A well-balanced protein shake is a nice way to get many nutrients you need for recovery in a convenient and easily digestible drink. Ideally, try to find a protein shake that contains some carbs, or blend your shake with a healthy carbohydrate like a banana to optimize your post-run recovery. 

Fresh fruit smoothie

A fresh fruit smoothie can give your body the fuel it needs and can help you recover more quickly after a grueling workout. The perfect smoothie should contain some protein, healthy carbs, and liquid to help replenish water and electrolytes. 

Your protein options may include Greek yogurt, cottage cheese, or nut butters, while your fruits may include bananas, pineapple, mango, or berries. Fruit provides an excellent source of carbs and powerful antioxidants which have been linked to enhanced recovery time and increased energy.

For an extra boost of protein, fiber, and antioxidants, try adding chia, hemp, or flax seeds to your fruit smoothie. 

Hummus with fresh veggies

Hummus is a delicious Mediterranean spread made from mashed chickpeas blended together with olive oil, garlic, lemon juice, and a variety of seasonings.

Chickpeas, also known as garbanzo beans, provide an excellent source of plant-based protein in addition to fiber. These little legumes are also chock full of important vitamins and minerals like choline, and vitamins A, C, and E.

On its own, hummus provides a blend of healthy carbs and protein, but using nutrient-rich veggies to dip into hummus takes it to another level. Try dipping carrots, pepper, cauliflower, broccoli, celery, or radishes into hummus to give it an even more powerful nutritional punch.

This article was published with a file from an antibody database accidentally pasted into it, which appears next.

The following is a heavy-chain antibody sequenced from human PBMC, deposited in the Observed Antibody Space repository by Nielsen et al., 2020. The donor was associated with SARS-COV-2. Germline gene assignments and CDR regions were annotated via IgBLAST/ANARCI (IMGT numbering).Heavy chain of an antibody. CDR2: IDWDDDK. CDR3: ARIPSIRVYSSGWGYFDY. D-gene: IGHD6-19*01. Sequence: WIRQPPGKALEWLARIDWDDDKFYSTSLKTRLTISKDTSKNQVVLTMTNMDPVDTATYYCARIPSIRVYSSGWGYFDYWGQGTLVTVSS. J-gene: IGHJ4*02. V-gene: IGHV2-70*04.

Eggs with toast

Eggs are an excellent high-quality protein source that provide all nine essential amino acids which can help maintain, build, and repair muscle. Additionally, eggs provide important nutrients like vitamins A, D, B12, iron, folate, and zinc.

When you pair eggs with a high-quality carbohydrate source like whole grain toast, the protein from eggs can build and repair muscle, while the carbs from the toast will help replenish your body’s glycogen stores making a perfect combo for your post-run meal. 

Greek yogurt with fresh fruit

Greek yogurt is loaded with protein to help build and repair muscle and also provides an excellent source of calcium to support strong bones and teeth.

This high-protein yogurt also contains probiotics, beneficial bacteria that can help restore healthy functioning of your gastrointestinal system. One 2020 review noted that probiotics may play a role in exercise performance and may help support recovery in athletes.

Fresh fruit will provide carbohydrates to help you replenish your glycogen stores in addition to vitamins, minerals, and powerful antioxidants. Many fruits are also rich in water which can help replace the fluids you may have lost during your run. 

Chomps meat snacks with a banana 

Chomps meat snacks are the perfect portable and convenient way to get that much-needed high-quality protein in to help build and repair muscle after a long run.